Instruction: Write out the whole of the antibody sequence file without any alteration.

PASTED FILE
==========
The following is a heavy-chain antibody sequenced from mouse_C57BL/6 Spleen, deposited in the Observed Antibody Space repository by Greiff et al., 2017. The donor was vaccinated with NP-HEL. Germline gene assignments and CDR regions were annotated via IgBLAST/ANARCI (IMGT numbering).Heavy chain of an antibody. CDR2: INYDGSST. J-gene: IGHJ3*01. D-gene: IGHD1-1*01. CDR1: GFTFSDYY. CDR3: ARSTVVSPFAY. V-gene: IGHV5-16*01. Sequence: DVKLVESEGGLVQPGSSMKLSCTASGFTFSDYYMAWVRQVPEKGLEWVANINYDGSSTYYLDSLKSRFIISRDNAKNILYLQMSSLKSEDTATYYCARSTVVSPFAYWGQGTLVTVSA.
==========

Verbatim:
The following is a heavy-chain antibody sequenced from mouse_C57BL/6 Spleen, deposited in the Observed Antibody Space repository by Greiff et al., 2017. The donor was vaccinated with NP-HEL. Germline gene assignments and CDR regions were annotated via IgBLAST/ANARCI (IMGT numbering).Heavy chain of an antibody. CDR2: INYDGSST. J-gene: IGHJ3*01. D-gene: IGHD1-1*01. CDR1: GFTFSDYY. CDR3: ARSTVVSPFAY. V-gene: IGHV5-16*01. Sequence: DVKLVESEGGLVQPGSSMKLSCTASGFTFSDYYMAWVRQVPEKGLEWVANINYDGSSTYYLDSLKSRFIISRDNAKNILYLQMSSLKSEDTATYYCARSTVVSPFAYWGQGTLVTVSA.